happen to watch a wheeler dealer last night and mike brewer bought ,in america, an electric maserati bi turbo that had been converted by its original owner. To someone like me who has zero knowledge of how these things work it was a very interesting programme. Probably is available on the internet somewhere


hindsight: the science that is never wrong

Share this post


Link to post
Share on other sites

Fast charging is great but what damage does it do to the batteries? If you’re fast charging every day or so, what would that mean for the battery life expectancy? If in the future you’re buying a used EV wouldn’t you want to know its charging history given that new battery packs must cost multiple thousands of pounds.

Share this post


Link to post
Share on other sites

If any battery is charged faster than it can handle, then yes it can be damaged, but the vehicle's charging system will (or should anyway) only allow it to charge at a rate the batteries can deal with. So battery technology needs to improve to allow faster re-charge times without damage and there are several new technologies on the horizon that look promising in this regard.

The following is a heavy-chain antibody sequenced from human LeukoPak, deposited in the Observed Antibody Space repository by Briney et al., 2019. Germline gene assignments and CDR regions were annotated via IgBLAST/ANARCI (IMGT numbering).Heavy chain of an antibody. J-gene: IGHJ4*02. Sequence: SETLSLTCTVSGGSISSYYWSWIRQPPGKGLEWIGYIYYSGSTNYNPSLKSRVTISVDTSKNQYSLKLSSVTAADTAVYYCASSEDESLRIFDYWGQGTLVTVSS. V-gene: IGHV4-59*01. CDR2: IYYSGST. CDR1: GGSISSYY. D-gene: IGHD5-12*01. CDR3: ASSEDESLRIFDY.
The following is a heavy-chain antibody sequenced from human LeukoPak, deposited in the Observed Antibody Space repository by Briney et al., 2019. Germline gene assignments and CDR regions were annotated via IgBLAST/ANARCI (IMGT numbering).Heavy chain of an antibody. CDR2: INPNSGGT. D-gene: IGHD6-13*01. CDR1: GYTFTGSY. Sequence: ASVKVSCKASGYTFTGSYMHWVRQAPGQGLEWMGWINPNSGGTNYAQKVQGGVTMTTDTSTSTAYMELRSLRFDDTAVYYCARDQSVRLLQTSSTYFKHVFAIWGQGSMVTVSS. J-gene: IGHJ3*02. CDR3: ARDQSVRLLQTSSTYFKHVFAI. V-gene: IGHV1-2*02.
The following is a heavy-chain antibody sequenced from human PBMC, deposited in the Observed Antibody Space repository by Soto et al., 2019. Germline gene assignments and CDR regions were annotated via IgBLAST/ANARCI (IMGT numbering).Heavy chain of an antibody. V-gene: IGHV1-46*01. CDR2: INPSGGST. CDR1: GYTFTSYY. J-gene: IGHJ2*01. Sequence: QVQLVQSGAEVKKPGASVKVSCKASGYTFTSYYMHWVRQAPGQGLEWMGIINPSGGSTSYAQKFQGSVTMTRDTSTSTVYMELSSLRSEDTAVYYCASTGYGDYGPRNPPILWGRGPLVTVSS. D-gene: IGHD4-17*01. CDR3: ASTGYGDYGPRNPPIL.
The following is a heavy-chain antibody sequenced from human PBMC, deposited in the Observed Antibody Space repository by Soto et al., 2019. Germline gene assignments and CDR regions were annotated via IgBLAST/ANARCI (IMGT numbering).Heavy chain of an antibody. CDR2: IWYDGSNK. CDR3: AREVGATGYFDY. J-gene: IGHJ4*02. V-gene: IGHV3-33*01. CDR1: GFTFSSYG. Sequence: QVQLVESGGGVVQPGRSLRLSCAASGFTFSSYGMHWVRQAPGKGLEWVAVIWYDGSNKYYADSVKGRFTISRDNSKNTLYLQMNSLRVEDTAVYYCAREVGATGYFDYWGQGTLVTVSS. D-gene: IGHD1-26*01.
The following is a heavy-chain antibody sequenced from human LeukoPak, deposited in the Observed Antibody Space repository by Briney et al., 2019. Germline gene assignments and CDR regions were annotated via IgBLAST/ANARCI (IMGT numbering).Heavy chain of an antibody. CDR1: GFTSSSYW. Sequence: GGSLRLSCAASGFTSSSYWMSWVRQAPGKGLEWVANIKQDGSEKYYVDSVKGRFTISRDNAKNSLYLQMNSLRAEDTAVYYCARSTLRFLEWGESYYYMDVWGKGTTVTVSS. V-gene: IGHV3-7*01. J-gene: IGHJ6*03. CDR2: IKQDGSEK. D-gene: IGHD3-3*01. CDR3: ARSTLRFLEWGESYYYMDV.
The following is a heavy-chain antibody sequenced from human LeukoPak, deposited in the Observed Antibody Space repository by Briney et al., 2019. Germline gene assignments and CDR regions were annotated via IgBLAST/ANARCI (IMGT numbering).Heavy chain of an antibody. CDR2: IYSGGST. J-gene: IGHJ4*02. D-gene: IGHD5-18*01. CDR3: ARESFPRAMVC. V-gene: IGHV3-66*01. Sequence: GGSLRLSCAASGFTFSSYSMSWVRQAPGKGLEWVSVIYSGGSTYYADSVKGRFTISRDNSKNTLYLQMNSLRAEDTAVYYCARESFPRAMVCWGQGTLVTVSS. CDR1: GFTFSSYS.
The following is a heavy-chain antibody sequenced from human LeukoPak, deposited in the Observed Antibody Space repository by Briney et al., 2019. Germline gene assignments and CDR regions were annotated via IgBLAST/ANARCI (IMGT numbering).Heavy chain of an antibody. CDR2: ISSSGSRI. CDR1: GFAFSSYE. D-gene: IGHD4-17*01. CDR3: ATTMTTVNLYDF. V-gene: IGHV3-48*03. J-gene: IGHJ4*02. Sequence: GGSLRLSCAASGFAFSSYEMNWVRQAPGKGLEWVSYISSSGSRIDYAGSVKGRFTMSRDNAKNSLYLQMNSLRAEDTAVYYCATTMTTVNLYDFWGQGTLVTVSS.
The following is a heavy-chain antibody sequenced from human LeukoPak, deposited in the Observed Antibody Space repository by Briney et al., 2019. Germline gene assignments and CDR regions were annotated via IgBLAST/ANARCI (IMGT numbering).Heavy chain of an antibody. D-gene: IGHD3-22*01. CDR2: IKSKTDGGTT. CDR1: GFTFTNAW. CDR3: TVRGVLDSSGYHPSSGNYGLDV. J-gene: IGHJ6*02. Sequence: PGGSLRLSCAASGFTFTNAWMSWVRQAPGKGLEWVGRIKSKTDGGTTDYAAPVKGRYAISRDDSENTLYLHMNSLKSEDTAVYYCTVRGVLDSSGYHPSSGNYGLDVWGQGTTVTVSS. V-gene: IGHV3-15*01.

Are Tesla not already claiming that they will soon be selling cars with batteries that will last half a million miles before possibly needing replacement. In theory it's possible for a battery to work forever, so the charge/drain cycle does nothing except move the electrons around. But that's still beyond the current horizon I suspect.

Seems to me that once an EV can get 500 miles on 30 minutes of charge time, that dispenses with almost all arguments against BEVs.

  • Like 1

Share this post


Link to post
Share on other sites
13 minutes ago, eUKenGB said:

Seems to me that once an EV can get 500 miles on 30 minutes of charge time, that dispenses with almost all arguments against BEVs.

Indeed. If this becomes reality then BEV becomes a no-brainer. Hopefully the technology achieves this within the next ten years. Right now, I think it’s hard to make a case for an electric car over IC. I’ll bet the majority of current BEV owners also have access to an IC vehicle!